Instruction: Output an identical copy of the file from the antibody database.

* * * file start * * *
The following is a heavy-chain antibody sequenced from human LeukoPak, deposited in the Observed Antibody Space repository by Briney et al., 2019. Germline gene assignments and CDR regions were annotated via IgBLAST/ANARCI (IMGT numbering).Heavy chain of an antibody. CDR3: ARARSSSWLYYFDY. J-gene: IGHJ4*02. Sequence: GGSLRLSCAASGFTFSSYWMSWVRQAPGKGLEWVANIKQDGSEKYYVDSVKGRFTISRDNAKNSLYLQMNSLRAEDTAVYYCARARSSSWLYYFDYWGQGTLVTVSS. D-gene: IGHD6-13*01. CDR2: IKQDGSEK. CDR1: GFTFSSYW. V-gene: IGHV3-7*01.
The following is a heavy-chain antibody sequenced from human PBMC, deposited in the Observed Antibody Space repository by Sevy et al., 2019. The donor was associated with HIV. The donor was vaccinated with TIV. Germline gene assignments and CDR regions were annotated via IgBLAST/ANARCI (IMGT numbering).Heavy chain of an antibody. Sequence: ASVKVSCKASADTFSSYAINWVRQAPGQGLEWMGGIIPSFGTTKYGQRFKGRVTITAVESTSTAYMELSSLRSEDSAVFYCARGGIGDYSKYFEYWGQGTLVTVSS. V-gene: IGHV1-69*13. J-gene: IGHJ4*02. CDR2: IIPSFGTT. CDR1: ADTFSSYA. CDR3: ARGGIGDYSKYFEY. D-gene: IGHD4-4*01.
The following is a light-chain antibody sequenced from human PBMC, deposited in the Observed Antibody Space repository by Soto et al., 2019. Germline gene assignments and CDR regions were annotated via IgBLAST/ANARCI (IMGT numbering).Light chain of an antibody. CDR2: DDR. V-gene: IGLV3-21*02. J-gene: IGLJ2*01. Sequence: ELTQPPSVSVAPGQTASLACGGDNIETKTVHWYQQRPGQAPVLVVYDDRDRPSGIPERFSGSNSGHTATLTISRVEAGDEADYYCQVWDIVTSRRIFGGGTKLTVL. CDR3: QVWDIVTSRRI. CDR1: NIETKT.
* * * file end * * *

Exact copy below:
The following is a heavy-chain antibody sequenced from human LeukoPak, deposited in the Observed Antibody Space repository by Briney et al., 2019. Germline gene assignments and CDR regions were annotated via IgBLAST/ANARCI (IMGT numbering).Heavy chain of an antibody. CDR3: ARARSSSWLYYFDY. J-gene: IGHJ4*02. Sequence: GGSLRLSCAASGFTFSSYWMSWVRQAPGKGLEWVANIKQDGSEKYYVDSVKGRFTISRDNAKNSLYLQMNSLRAEDTAVYYCARARSSSWLYYFDYWGQGTLVTVSS. D-gene: IGHD6-13*01. CDR2: IKQDGSEK. CDR1: GFTFSSYW. V-gene: IGHV3-7*01.
The following is a heavy-chain antibody sequenced from human PBMC, deposited in the Observed Antibody Space repository by Sevy et al., 2019. The donor was associated with HIV. The donor was vaccinated with TIV. Germline gene assignments and CDR regions were annotated via IgBLAST/ANARCI (IMGT numbering).Heavy chain of an antibody. Sequence: ASVKVSCKASADTFSSYAINWVRQAPGQGLEWMGGIIPSFGTTKYGQRFKGRVTITAVESTSTAYMELSSLRSEDSAVFYCARGGIGDYSKYFEYWGQGTLVTVSS. V-gene: IGHV1-69*13. J-gene: IGHJ4*02. CDR2: IIPSFGTT. CDR1: ADTFSSYA. CDR3: ARGGIGDYSKYFEY. D-gene: IGHD4-4*01.
The following is a light-chain antibody sequenced from human PBMC, deposited in the Observed Antibody Space repository by Soto et al., 2019. Germline gene assignments and CDR regions were annotated via IgBLAST/ANARCI (IMGT numbering).Light chain of an antibody. CDR2: DDR. V-gene: IGLV3-21*02. J-gene: IGLJ2*01. Sequence: ELTQPPSVSVAPGQTASLACGGDNIETKTVHWYQQRPGQAPVLVVYDDRDRPSGIPERFSGSNSGHTATLTISRVEAGDEADYYCQVWDIVTSRRIFGGGTKLTVL. CDR3: QVWDIVTSRRI. CDR1: NIETKT.